The U.S. Air Force has selected the Lockheed Martin team to modernize its air, missile and space command and control (C2) systems in a program valued at approximately $1.5 billion.
Under the 15-year, Integrated Space Command and Control (ISC2) program, Lockheed Martin and its teammates will integrate approximately 40 systems into a common, interoperable C2 information technology infrastructure, giving commanders at the North American Aerospace Defense Command (NORAD) and U.S. Space Command (USSPACECOM) and new flexibility to handle growing mission responsibilities. ISC2 will be a "virtual command center," providing warfighters a common operational picture of the global battlefield derived from shared, real-time data, that is available anytime and to any location in the world for specified users.
The ISC2 modernization replaces the Air Force's collection of older, stand-alone systems, which function well individually, but are not seamlessly coordinated to give users comprehensive C2 capabilities and access to information. ISC2 will dramatically improve interoperability among air, missile and space defense systems, allowing information and data to be shared among those and other C2 systems. Commanders will have enhanced capability that synchronizes their C2 operations, providing for faster response to enemy actions and improved strategic and tactical coordination among forces.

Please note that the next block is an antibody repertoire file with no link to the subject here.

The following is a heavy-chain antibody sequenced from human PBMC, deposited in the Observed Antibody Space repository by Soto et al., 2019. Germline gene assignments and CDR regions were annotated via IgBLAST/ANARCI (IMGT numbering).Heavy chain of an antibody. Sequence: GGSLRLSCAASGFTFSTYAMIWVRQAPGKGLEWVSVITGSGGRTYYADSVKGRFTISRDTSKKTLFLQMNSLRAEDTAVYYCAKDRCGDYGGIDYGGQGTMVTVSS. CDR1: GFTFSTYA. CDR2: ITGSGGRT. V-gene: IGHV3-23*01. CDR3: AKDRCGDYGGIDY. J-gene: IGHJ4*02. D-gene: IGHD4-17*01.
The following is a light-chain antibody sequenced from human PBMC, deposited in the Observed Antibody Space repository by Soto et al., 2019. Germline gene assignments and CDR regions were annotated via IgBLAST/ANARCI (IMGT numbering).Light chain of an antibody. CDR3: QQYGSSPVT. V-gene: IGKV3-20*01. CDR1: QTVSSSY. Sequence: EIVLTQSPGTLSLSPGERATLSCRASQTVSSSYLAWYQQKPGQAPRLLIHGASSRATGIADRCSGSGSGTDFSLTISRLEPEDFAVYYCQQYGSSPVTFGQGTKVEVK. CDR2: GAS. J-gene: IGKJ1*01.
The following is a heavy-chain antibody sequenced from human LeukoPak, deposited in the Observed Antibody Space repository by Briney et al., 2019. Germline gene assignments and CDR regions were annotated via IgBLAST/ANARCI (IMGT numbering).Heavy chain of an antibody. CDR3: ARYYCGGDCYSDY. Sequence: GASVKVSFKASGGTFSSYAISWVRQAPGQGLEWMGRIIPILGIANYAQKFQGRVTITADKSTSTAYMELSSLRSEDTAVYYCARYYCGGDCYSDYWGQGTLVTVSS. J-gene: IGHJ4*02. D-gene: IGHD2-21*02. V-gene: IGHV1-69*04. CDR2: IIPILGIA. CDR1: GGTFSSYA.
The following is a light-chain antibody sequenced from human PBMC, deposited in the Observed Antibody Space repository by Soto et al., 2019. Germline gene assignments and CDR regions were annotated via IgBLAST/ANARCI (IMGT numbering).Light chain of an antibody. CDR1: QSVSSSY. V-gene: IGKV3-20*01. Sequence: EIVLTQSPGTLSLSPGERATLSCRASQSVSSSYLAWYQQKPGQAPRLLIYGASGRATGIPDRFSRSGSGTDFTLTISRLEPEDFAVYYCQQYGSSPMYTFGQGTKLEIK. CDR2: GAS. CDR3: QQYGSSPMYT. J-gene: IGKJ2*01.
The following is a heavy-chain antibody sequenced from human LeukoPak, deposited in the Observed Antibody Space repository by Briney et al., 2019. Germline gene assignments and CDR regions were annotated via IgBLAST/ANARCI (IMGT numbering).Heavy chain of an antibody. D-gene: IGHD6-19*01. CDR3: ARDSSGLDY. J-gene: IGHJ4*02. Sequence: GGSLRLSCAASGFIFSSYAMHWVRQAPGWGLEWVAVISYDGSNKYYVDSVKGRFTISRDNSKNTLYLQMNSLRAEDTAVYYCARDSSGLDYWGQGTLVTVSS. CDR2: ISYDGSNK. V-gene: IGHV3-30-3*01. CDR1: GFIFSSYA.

"ISC2 represents a major leap forward in information superiority to secure our nation's defense," said Robert Coutts, Executive Vice President of Lockheed Martin's Systems Integration Business Area. "Our team members have supplied many of the legacy defense systems that are part of ISC2, and this knowledge makes us uniquely qualified to direct the modernization and integration. We understand the Air Force's vision for ISC2, we share that vision, and we are committed as a team to making that vision a reality.
"ISC2 will be a collaborative, distributed command and control system for battle management, providing tighter coordination of forces and unparalleled information support to warfighters," added Terry Drabant, President, Lockheed Martin Mission Systems, which is leading the ISC2 team. "We have the people and facilities in place, and are ready to ramp-up immediately to perform on this contract."
One of the key program challenges will be to migrate existing defense systems to the new ISC2 architecture without any disruption to Air Force operations at Cheyenne Mountain, where most of the NORAD and USSPACECOM systems are located. Over its 15-year cycle, the ISC2 program will also provide operations and maintenance services.
Under ISC2's competitive migration demonstration contract phase, the Lockheed Martin team has refined its architecture approach and planned the program's implementation.